According to Arianespace, the first commercial launch of the new European launch vehicle Vega C has been postponed until December 20 due to the discovery of a defect in the upper stage of the rocket. The essence of the problem is not reported. The payload and the rocket itself are fully functional and safe. The upper stage for repair will be delivered to the hangar, where specialists will eliminate the defect.
The first launch of the upgraded Vega C launch vehicle was successfully carried out in July this year. The launch was non-commercial, although the rocket successfully launched the LARES-2 (Laser Relativity Satellite) geodetic satellite of the Italian Space Agency and six cubesats of a number of European universities into their intended orbits. The first commercial launch was scheduled for late November, but now it will be postponed to a later date.
“To replace the equipment, the upper part of the launch vehicle will be returned to the payload preparation facilities, and the payload fairing will be opened for work,” the company said, without going into details. The upper stage – actually the fourth stage of the rocket – is driven by a Ukrainian-made liquid-propellant rocket engine (Yuzhmash). It was decided to abandon Russian-made engines in both old rockets (Ariane 5) and modernized Vega C.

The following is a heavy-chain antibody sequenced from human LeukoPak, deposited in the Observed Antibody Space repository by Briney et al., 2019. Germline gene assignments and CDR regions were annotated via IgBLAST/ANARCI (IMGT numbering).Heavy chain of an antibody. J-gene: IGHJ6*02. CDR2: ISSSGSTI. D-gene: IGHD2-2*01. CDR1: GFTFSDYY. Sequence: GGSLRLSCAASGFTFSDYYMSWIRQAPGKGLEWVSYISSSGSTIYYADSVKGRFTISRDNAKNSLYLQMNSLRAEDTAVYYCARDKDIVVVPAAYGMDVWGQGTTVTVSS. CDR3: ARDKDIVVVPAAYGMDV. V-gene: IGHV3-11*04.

The Vega-C launch vehicle, we recall, is a new version of the Vega light class launch vehicle, which has been in use since 2012. The rocket received a more powerful P120C first stage. The Zefiro-23 second stage has been replaced by the Zefiro-40, although the Zefiro-9 third stage continues to be used. The height of Vega-C reaches 34.8 m, which is 5 m more than the Vega rocket. The upgraded launch vehicle is capable of launching up to 2.3 tons of cargo into a polar orbit at a height of 700 km.
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